As we’ve tried to make abundantly clear in the wake of China’s adoption of a new currency regime in August, Beijing’s attempt to strike some kind of illusory compromise between a free floating currency and a currency that’s completely controlled by the PBoC was doomed from the word go. ‘Whereas the daily fix was previously used to fix the spot rate, the PBoC now seemingly fixes the spot rate to determine the daily fix, [thus] the role of the market in determining the exchange rate has, if anything, been reduced in the short term,’ BNP’s Mole Hau wrote last month, and as we said then, less of a role for the market means more of a role for the PBoC and that, in turn, means burning through FX reserves.
Complicating the situation further is the fact that FX reserve drawdowns work at cross purposes with RRR cuts by sucking liquidity from the market meaning each intervention necessitates some manner of short-term liquidity injection (e.g. reverse repos, etc.) or else more RRR cuts.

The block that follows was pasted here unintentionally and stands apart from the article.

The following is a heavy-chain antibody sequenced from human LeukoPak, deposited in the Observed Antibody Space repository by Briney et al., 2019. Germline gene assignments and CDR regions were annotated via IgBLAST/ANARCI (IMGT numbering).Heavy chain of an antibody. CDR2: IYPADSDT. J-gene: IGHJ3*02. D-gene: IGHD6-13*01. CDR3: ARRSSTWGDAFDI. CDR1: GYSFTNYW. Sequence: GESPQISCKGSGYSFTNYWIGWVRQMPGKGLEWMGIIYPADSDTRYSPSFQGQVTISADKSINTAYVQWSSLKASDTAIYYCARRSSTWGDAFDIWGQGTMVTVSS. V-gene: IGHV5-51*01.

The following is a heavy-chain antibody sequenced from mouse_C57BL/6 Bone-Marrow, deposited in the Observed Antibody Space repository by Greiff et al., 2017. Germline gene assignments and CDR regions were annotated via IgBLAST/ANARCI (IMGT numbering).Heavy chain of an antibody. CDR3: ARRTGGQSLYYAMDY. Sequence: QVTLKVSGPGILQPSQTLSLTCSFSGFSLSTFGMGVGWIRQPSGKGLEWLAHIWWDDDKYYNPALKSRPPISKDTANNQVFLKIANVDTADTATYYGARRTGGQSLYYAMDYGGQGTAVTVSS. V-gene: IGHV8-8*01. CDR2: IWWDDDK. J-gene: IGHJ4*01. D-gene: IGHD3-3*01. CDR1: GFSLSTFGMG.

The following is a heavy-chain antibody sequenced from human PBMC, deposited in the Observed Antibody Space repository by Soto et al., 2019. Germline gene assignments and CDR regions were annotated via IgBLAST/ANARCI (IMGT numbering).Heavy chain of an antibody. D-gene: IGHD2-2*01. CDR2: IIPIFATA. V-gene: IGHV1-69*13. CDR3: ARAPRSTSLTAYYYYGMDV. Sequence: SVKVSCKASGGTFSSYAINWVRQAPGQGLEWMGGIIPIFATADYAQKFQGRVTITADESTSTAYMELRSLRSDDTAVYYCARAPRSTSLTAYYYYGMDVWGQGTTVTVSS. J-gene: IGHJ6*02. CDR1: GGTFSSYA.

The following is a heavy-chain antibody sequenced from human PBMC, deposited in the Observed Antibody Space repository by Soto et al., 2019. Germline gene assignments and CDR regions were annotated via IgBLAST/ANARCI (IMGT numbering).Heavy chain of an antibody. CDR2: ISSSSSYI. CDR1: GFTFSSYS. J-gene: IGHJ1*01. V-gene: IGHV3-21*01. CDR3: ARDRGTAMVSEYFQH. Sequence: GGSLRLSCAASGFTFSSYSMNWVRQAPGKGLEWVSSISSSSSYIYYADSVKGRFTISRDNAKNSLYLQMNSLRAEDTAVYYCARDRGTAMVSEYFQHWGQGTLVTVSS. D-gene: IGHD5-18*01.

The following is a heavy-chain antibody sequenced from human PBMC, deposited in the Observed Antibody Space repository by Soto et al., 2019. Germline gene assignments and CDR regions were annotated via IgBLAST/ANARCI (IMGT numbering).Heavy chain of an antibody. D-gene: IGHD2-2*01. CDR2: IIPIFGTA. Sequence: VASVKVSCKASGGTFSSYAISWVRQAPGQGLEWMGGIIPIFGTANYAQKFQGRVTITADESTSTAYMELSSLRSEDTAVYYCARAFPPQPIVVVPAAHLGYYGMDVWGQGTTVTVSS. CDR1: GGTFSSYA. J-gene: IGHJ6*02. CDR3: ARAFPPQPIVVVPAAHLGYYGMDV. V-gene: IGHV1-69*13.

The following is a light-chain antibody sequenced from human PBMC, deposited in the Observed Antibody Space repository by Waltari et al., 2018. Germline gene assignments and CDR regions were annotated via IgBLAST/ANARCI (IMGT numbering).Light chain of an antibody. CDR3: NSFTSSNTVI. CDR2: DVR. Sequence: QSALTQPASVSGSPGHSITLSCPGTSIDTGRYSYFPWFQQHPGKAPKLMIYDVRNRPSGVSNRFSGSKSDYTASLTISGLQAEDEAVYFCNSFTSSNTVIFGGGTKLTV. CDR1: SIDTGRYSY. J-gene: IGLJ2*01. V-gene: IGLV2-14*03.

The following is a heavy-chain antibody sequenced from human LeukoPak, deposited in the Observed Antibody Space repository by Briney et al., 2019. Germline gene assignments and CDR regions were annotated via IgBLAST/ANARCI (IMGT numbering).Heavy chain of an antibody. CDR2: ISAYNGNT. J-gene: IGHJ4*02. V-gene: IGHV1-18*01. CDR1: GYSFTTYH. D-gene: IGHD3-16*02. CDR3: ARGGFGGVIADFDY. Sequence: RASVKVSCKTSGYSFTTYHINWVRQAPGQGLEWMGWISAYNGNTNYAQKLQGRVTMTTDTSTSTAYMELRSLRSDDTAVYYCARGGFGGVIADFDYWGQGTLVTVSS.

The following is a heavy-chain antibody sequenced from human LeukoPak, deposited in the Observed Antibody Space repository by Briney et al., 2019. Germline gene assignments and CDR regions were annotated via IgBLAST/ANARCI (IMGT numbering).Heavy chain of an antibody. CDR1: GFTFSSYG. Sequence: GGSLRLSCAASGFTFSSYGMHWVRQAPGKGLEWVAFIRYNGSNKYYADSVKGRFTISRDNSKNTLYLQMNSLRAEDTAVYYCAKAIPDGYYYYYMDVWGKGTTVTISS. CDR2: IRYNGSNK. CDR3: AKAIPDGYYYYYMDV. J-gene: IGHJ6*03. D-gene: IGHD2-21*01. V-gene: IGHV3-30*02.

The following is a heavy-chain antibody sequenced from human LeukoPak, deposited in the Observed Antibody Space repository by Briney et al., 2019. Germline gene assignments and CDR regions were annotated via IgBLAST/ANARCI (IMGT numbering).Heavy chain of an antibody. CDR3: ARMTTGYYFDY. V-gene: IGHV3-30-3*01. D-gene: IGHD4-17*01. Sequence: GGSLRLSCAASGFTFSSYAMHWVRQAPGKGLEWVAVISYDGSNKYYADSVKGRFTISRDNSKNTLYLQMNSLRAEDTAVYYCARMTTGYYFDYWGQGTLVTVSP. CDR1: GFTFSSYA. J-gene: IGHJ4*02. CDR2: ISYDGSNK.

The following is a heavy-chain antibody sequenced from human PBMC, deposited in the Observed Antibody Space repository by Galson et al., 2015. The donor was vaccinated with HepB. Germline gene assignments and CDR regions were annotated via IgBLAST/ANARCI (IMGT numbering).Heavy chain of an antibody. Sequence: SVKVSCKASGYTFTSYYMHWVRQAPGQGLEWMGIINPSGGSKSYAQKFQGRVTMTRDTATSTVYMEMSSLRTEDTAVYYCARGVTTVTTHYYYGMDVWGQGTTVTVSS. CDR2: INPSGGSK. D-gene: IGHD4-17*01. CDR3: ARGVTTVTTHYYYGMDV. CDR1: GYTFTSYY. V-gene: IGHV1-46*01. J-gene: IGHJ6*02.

Of course policy rate cuts and liquidity injections are seen by the market for what they are: attempts to ease. And unfortunately for China, that’s true whether or not the net effect of the push and pull on money markets is easing or not, and that perception on the part of the market leads to downward pressure on the yuan at which point the entire thing starts over again in a nightmarish, FX reserve-depleting circle.
Add in stepped up efforts to close the gap between the onshore and offshore spot and you have yourself a rather untenable situation and as with all things untenable, there will, sooner or later, be an endgame.
Against this backdrop, we present Daiwa’s list of China’s three possible endgame scenarios (via Bloomberg):
This post was published at Zero Hedge on 09/10/2015.